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An example of bloom in a computer-generated image (from Elephants Dream.) The light on the bright background bleeds on the darker areas, such as the walls and the characters.
An example of bloom in a picture taken with a camera. Note the blue fringe that's particularly noticeable along the right edge of the window.

Bloom (sometimes referred to as light bloom or glow) is a computer graphics effect used in computer games, demos and high dynamic range rendering (HDR) to reproduce an imaging artifact of real-world cameras. The effect produces fringes (or feathers) of light around very bright objects in an image.

Contents

Theory

The physical basis of bloom is that, in the real world, lenses can never focus perfectly. Even a perfect lens will convolve the incoming image with an Airy disc (the diffraction pattern produced by passing a point light source through a circular aperture) [1]. Under normal circumstances, these imperfections aren't noticeable; but, an intensely bright light source will cause the imperfections to become visible. As a result, the image of the bright light appears to bleed beyond its natural borders.

The Airy disc function falls off very quickly but has very wide tails (actually, infinitely wide tails). As long as the brightness of adjacent parts of the image are roughly in the same range, the effect of the blurring caused by the Airy disc is not particularly noticeable; but in parts of the image where very bright parts are adjacent to relatively darker parts, the tails of the Airy disc become visible, and can extend far beyond the extent of the bright part of the image.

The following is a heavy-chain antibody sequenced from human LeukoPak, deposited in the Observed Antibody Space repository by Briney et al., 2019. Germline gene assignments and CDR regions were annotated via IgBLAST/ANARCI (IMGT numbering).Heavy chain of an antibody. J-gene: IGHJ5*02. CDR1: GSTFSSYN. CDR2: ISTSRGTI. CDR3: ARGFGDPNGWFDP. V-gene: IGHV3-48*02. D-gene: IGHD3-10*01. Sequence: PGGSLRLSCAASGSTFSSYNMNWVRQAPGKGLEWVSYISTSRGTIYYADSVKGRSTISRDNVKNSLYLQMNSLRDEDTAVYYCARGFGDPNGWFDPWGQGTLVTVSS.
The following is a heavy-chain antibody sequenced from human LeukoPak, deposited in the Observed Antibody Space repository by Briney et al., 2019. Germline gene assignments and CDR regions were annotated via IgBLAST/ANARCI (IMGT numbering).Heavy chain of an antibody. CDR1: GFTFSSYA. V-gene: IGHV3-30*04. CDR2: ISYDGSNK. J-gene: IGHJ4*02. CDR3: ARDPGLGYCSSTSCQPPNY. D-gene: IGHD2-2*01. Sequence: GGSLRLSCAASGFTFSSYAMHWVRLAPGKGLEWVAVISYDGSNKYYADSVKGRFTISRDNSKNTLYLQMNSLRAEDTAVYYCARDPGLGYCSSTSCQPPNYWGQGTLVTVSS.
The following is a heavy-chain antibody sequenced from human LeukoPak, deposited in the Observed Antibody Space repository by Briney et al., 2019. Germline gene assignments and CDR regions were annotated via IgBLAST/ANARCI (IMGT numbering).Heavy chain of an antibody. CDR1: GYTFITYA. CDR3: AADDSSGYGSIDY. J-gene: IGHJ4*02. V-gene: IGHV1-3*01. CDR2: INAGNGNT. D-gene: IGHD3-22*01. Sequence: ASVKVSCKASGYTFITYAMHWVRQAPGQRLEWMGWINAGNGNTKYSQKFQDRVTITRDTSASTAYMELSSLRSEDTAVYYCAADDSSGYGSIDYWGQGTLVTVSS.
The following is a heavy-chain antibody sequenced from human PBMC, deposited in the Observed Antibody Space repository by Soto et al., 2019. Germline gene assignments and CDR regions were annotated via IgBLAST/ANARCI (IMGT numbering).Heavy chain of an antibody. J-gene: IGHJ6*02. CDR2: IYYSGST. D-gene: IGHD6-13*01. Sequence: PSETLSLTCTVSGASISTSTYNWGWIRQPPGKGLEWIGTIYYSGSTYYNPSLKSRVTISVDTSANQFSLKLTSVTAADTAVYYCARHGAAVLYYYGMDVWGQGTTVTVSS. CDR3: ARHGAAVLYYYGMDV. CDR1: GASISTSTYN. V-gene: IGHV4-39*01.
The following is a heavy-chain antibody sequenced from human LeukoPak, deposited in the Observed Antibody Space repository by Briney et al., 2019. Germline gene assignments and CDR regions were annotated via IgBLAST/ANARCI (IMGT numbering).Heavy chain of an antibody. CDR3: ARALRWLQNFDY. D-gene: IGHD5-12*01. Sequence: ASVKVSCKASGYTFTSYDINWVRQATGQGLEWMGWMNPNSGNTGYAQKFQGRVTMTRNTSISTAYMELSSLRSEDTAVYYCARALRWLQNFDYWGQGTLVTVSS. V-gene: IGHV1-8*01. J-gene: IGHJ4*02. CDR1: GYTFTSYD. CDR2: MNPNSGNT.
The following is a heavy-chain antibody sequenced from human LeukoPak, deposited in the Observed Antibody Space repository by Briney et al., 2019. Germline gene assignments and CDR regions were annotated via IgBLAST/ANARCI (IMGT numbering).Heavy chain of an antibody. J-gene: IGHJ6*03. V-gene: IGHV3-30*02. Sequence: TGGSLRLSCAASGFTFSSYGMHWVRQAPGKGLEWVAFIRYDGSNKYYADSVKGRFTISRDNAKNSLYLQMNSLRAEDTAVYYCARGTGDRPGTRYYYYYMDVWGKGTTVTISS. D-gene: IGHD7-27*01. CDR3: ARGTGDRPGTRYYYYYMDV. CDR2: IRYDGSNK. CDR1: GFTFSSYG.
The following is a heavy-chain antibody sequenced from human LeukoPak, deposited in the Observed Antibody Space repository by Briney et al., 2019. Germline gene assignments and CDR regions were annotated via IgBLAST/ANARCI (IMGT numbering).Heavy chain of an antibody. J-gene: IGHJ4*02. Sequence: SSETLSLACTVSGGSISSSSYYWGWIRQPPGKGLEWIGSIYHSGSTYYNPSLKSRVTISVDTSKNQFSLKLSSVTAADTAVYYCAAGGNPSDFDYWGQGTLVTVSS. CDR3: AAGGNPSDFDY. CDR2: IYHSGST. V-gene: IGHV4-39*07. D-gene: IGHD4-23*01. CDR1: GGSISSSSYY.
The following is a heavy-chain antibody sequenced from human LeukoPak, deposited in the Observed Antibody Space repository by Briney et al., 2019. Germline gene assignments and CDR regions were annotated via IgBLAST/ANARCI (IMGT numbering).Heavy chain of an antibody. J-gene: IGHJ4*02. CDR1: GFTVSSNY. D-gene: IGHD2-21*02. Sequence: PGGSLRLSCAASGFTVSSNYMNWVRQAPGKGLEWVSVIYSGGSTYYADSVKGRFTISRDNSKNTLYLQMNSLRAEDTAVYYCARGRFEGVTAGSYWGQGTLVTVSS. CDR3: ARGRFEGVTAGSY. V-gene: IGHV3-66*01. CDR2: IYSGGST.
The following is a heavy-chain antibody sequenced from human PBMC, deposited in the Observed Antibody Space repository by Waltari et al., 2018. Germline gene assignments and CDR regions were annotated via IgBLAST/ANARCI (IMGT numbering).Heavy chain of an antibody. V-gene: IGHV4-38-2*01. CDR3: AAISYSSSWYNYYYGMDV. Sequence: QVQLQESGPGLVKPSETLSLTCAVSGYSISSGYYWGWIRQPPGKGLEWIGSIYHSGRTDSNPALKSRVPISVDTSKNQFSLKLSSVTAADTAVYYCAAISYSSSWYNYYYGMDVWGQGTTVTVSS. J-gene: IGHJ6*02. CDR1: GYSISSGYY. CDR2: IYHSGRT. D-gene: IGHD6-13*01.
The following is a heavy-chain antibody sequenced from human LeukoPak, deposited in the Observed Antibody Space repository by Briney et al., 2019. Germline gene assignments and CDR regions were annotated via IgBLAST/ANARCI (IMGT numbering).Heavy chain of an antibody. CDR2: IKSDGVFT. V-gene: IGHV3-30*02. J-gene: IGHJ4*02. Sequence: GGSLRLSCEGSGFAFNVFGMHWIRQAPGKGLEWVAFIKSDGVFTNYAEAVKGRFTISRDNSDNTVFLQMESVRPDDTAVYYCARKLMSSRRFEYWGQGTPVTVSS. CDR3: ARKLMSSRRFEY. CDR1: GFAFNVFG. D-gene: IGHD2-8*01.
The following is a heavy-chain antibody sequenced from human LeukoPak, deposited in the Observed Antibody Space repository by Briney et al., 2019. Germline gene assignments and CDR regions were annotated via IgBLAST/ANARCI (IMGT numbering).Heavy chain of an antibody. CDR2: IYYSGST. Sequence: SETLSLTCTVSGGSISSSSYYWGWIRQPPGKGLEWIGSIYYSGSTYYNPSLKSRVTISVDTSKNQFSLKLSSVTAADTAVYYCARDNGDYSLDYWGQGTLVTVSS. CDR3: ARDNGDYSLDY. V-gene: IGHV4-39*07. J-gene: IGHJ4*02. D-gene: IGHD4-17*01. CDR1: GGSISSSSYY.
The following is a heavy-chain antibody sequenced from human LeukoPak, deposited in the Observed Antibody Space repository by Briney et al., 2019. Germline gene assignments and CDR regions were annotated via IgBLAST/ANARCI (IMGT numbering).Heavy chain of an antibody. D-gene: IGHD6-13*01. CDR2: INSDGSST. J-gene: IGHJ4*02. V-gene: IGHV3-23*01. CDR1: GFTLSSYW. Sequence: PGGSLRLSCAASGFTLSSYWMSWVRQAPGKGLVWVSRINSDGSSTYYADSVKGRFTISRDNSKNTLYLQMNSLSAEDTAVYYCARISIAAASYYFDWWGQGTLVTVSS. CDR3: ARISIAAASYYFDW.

In HDR images, the effect can be re-produced by convolving the image with a windowed kernel of an Airy disc (for very good lenses), or by applying Gaussian blur (to simulate the effect of a less perfect lens), before converting the image to fixed-range pixels. The effect can't be fully reproduced in non-HDR imaging systems, because the amount of bleed depends on how bright the bright part of the image is.

As an example, if a picture is taken indoors, the brightness of outdoor objects seen through a window may be 70 or 80 times brighter than objects inside the room. If exposure levels are set for objects inside the room, windows will be bright enough, when convolved with the Airy disc of the camera being used to produce the image, to cause the image of the windows to bleed past the frames of the window.

Use

Use of bloom in computer graphics appeared in demos decades before it entered commercial games. Because of the hardware requirements of the Fourier transform needed to do HDR imaging, many demos use other techniques to implement bloom. However this is becoming less common with modern hardware. It has a reputation for being a visual boost on high-end demos, and has the advantage of taking focus away from uninteresting areas. It has therefore become an often used way of covering up low detailed areas, often due to the demogroups hardware, comporules or skill limitations for this particular demo.

The effect is popular in current generation games, and is used heavily in PC, Xbox 360 and PlayStation 3 games as well as the popular Nintendo GameCube and Wii release, The Legend of Zelda: Twilight Princess. Current generation gaming systems are able to render 3D graphics using floating point frame buffers, in order to produce HDR images. To produce the bloom effect, the HDR images in the frame buffer are convolved with a convolution kernel in a post-processing step, before converting to RGB space. The convolution step usually requires the use of a large gaussian kernel that is not appropriate for realtime graphics, causing the programmers to utilize approximation methods.[2]

The Afterimage effect is sometimes used to enhance the bloom effect.